By Jared Nill
With the recent construction of three new schools and the demolition of the older school buildings that many of us attended, the Piqua City School District is left with the decision of what is to be done with the four vacant lots where the older schools once stood. There have been discussions on what to do with these lots dating as far back as August 2015, but as of now, no final decision has been made.
It would be in the best interest of the city for the school district to sell at least some of the vacant lots to manufacturing companies. Attracting manufacturers to Piqua will create new, well-paying jobs that will attract new residents to the city and inject money into the local economy.
According to a 2015 report on U.S. manufacturing by Robert E. Scott, a senior economist at the Economic Policy Institute, Ohio ranked third among all states for the highest number of manufacturing jobs with 662,100 in 2013. Furthermore, according to clrsearch.com, roughly 29 percent of Piqua’s population was employed in the manufacturing industry in 2012 with the national average being 10 percent. These figures show that manufacturing companies are clearly willing to locate in Ohio and, importantly to us, in Piqua as well.
In his report, Scott also finds that non-college educated manufacturing workers enjoy higher wages than workers of equal education in other industries. This is due to the high productivity and skill level of many manufacturing jobs. In Ohio, the wage premium is estimated to be a relatively high $2.99. This means that in Ohio, non-college educated manufacturing workers earn on average $2.99 per hour more than equally educated workers in other industries.
As of 2012, the percentage of people with high school being the highest level of education was about 44 percent in Piqua — above the national average of 28 percent. This means less people in Piqua are going on to attain college educations. That is not to say that the people of Piqua are not skilled workers. With the percentage of workers in Piqua employed in the manufacturing field being 29 percent as mentioned previously, it is evident that there are many people in Piqua skilled enough to take on new manufacturing jobs. The relatively high level of non-college educated residents in Piqua makes it extremely important to attract additional well-paying manufacturing jobs to the community.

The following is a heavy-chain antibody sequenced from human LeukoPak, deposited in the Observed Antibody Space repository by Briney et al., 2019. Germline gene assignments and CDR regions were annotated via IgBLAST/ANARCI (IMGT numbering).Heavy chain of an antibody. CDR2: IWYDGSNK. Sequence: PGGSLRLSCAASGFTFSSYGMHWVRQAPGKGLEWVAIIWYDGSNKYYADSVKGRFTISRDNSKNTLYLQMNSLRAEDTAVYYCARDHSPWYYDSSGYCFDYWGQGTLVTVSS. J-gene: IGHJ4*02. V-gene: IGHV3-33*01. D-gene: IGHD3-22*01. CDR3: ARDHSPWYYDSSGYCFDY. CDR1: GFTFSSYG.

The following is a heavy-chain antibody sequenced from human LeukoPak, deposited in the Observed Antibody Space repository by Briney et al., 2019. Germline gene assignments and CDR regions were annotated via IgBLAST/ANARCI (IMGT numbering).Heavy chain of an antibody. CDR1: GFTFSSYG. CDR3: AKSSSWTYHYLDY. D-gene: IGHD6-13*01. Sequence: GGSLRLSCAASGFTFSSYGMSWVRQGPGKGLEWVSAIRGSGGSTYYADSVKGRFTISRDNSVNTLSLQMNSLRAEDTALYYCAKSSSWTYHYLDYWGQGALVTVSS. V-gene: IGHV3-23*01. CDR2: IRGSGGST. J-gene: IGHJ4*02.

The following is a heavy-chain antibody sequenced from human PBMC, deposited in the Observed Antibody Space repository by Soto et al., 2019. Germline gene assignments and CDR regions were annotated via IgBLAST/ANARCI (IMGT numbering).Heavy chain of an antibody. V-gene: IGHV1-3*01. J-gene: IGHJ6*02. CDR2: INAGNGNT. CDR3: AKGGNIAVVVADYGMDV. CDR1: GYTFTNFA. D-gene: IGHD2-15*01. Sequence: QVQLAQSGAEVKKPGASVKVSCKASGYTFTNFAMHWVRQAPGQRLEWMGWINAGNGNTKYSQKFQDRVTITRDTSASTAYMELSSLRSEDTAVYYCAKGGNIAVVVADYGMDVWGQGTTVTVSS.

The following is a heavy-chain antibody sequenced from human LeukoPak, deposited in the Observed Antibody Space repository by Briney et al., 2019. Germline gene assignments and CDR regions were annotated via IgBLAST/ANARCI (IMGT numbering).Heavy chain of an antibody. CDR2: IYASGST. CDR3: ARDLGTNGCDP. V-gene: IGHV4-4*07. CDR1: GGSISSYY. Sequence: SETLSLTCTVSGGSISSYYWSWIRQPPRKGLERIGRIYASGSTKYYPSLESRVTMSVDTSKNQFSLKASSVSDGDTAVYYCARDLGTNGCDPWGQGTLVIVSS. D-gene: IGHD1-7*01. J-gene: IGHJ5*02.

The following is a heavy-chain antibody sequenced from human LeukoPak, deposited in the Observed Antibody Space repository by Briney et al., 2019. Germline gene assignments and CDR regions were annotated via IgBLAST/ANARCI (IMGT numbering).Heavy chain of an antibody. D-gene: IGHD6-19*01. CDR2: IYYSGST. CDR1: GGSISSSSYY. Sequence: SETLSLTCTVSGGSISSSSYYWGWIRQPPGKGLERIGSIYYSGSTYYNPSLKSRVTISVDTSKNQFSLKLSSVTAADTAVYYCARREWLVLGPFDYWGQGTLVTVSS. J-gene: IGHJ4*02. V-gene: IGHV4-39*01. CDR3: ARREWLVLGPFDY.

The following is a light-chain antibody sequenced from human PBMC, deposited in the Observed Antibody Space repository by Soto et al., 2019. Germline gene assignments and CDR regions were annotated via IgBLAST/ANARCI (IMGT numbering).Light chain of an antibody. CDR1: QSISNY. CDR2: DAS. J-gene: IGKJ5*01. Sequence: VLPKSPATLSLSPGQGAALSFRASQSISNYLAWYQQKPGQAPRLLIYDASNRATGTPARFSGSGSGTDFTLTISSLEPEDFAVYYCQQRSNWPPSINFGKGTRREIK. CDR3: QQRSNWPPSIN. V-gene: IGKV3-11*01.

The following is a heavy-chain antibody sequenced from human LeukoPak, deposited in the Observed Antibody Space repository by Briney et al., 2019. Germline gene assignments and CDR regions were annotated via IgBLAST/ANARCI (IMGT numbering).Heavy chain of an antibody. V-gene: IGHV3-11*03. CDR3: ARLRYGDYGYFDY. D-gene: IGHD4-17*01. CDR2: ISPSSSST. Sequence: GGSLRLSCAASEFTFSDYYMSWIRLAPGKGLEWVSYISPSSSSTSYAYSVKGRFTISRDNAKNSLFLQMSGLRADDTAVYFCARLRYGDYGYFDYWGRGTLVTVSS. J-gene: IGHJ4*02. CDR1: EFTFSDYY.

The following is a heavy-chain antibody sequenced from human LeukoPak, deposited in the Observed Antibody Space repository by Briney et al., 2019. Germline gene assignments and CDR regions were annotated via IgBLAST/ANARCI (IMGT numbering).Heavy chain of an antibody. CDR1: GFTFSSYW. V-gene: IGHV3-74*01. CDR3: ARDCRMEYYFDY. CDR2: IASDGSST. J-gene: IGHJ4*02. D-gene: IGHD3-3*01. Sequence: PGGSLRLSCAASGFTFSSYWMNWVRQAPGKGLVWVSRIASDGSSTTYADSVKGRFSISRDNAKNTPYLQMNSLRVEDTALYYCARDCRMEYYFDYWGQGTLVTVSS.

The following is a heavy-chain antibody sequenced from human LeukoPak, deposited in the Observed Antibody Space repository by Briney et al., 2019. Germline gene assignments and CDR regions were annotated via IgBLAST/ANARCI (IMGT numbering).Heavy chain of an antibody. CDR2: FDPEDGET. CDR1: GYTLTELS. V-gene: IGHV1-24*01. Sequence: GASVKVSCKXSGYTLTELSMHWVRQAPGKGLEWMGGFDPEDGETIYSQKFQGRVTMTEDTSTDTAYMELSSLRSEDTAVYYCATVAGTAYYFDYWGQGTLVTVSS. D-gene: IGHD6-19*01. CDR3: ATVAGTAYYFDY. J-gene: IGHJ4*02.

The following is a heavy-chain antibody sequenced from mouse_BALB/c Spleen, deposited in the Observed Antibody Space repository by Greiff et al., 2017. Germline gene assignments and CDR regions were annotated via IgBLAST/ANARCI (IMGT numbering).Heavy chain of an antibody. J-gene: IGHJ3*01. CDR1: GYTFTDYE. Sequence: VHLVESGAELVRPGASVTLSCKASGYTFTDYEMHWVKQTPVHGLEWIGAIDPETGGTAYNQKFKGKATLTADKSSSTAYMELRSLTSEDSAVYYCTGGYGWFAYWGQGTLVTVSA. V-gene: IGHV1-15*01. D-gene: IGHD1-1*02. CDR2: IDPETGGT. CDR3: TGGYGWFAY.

To incentivize manufacturing companies to build facilities at these locations, the school district and the city should work together to respectively sell the vacant school properties at a discounted price as well as provide tax exemptions to manufacturers. With Ohio’s Community Reinvestment Area (CRA) tax abatement, the city can exempt up to 100 percent of real property taxes on a newly constructed industrial project for up to 15 years.
I would suggest that any new manufacturing company be exempt from all real property taxes, but still pay an agreed upon portion of the property tax levied by the school district for the full 15 years. This ensures some investment by the company into the community. Any lost tax revenues due to these exemptions would likely be offset by the additional income tax revenues generated by newly created jobs.
Advanced manufacturing and materials has been identified by community leaders as a key industry for potential expansion in Piqua. Why not act on this observation now to try and attract quality, well-paying manufacturing jobs to the area? These are the types of jobs the community needs to help spur economic development and provide the highest quality of life possible for residents.
Jared Nill grew up in Piqua, is a 2012 graduate of Piqua High School and is a senior economics major at The Ohio State University.